The Family of Jesus
The Jesus Dynasty: The Hidden History of Jesus, His Royal Family,
and the Birth of Christianity. James D. Tabor. New York:
Simon and Schuster, 2006.
James Taborís book The Jesus Dynasty, just released in
April, is a breath of fresh air in historical Jesus literature. Just
when you thought youíd read absolutely everything there was to know
about Jesus, along comes a book that can convince you that truth really
is stranger than fiction.
The Jesus Dynasty tells the familiar basic story of Jesus, but in
the light of his relationship to his family. His mother, father,
brothers, sisters, and other relatives all play a part. While it is
certainly serendipitous that The Jesus Dynasty appeared in print
just barely more than a month before the movie version of The Da
Vinci Code, Taborís book is clearly in a completely different
category. Whether or not you think Jesus was married (Tabor thinks he
clearly had a family, and there's a lot we know about this family. What was the role of this family in Jesusí own
life and in early Christianity?
Tabor (the chair of the Department of Religious Studies at the
University of North Carolina at Charlotte) is well grounded in the
subject and is on the front lines of archeological research in the area.
He opens his book with an interesting digression into his own
involvement in recent archeology concerning the family of Jesus. He
describes the recent discovery of an ossuary from the first century
inscribed "James, son of Joseph, brother of Jesus" -- which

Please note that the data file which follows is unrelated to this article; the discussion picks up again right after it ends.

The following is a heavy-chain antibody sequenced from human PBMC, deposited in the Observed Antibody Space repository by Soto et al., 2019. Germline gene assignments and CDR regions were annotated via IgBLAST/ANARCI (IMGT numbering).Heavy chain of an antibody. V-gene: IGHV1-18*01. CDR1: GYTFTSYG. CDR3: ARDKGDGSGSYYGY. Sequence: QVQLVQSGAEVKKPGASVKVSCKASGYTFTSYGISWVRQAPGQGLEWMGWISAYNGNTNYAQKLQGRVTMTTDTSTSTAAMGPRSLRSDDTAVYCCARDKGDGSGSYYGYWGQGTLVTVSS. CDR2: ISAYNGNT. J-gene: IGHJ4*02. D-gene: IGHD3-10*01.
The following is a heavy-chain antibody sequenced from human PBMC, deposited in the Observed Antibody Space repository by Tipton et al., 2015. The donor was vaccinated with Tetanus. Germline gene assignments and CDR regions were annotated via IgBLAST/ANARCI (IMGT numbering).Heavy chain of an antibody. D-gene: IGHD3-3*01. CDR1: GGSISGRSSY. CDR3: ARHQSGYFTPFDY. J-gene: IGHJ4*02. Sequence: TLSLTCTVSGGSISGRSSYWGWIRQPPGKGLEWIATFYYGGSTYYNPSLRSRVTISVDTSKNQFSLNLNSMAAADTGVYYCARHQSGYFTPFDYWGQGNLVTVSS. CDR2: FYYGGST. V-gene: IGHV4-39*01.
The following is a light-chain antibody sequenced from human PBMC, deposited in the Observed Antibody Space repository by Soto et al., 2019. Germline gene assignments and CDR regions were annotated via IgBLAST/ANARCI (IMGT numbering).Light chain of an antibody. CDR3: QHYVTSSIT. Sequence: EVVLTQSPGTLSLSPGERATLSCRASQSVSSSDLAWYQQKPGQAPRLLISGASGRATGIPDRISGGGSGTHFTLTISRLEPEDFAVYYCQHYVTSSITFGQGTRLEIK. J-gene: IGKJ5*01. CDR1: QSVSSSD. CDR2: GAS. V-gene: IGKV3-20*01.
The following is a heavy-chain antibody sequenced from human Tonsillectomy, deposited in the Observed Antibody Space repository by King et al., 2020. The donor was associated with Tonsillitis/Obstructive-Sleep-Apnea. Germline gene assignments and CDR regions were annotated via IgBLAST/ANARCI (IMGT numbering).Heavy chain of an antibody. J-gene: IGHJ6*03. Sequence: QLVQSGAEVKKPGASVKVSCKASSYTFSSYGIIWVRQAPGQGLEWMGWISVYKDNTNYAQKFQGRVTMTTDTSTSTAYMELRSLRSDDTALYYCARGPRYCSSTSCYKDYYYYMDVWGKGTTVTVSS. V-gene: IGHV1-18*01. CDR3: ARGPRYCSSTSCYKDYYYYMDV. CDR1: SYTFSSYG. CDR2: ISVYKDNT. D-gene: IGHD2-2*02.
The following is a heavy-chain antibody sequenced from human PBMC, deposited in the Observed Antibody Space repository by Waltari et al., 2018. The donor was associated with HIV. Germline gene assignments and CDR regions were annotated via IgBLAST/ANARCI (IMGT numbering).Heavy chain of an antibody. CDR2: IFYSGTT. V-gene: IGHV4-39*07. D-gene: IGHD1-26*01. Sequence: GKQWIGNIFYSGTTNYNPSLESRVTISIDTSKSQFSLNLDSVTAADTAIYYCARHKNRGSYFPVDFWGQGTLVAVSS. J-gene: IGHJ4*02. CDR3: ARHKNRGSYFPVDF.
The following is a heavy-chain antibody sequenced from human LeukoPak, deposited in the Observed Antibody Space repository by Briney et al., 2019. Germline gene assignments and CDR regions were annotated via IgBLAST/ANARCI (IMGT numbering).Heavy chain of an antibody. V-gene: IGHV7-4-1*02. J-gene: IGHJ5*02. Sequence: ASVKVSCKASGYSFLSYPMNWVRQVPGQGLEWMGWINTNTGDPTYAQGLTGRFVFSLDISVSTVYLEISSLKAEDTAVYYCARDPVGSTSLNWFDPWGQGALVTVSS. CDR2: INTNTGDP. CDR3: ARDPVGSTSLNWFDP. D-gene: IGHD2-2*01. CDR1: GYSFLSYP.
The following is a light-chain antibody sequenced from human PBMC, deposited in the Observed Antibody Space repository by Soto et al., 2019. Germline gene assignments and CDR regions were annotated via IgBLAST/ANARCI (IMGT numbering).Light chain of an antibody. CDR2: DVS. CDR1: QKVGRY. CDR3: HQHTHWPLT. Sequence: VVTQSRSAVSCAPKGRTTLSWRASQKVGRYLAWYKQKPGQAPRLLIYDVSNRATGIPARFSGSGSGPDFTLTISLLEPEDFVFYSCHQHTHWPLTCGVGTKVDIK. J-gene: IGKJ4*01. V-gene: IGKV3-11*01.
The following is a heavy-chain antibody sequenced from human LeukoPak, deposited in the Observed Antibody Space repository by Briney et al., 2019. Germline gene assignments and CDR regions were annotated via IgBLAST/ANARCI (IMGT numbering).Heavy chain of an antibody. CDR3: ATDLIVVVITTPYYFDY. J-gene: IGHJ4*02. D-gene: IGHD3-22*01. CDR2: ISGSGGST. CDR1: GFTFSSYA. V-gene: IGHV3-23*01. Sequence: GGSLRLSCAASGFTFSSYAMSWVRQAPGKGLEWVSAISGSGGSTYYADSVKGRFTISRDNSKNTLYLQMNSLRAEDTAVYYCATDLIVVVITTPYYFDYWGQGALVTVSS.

Tabor and many others believe is likely genuine, despite the reports of
the Israel Antiquities Authority. While Taborís account of Jesusí
family does not depend on this or any other archeological discovery,
this archeological sideshow is an impressive and fascinating
introduction to the rest of his book.
There are surprises in practically every chapter. Tabor takes the
biblical evidence on Jesusí family very seriously, but he also
introduces evidence on Jesusí life, times, and family from other
sources such as Eusebius and Josephus. He shows that James, the brother
of Jesus, really was the leader of the church after Jesus passed from
the scene -- it wasn't Peter, as the orthodox church still maintains to
this day. Not only was James the next leader of the church after Jesus,
but Jamesí successor (after he was murdered in the year 62) was Simon
-- another member of Jesusí family.
The discussion of Simon, the "third in line" to head the
church after Jesus and James, is quite intriguing. Early church writers
depicted Simon as a cousin of Jesus, but
Tabor concludes that Simon was probably Jesusí half-brother. Mary the
mother of Jesus not only married Joseph, but after Josephís death
married Clophas and had other children -- among them Simon! So you have
three members of the same family (indeed, all brothers) controlling the
early church for many decades. It is hard to avoid the conclusion that
there is here a dynasty in the making, or to use a slightly different
simile, early Christianity was a family-owned "business."
Another interesting feature of this book is that Tabor derives a lot
of important historical information from the gospel of John. John was
written much later than the other three gospels and many scholars
dismiss its historical value. The Jesus Seminar, for example, rates a
number of the sayings of Jesus in Matthew, Mark, and Luke as
"red" or "pink" (likely to be authentic), but none
of the verses in John are rated "red" or "pink."
Tabor, however, argues that within the long theological monologues which
John attributes to Jesus, there is much good historical information. For
example, the "last supper" was not a Passover, and Jesus
himself (not just John the Baptist) engaged in baptism, even before John
the Baptist was thrown into prison (John 3:22-24). Johnís gospel thus
throws light on an entire year of Jesusí ministry which the other
gospels pass over quickly.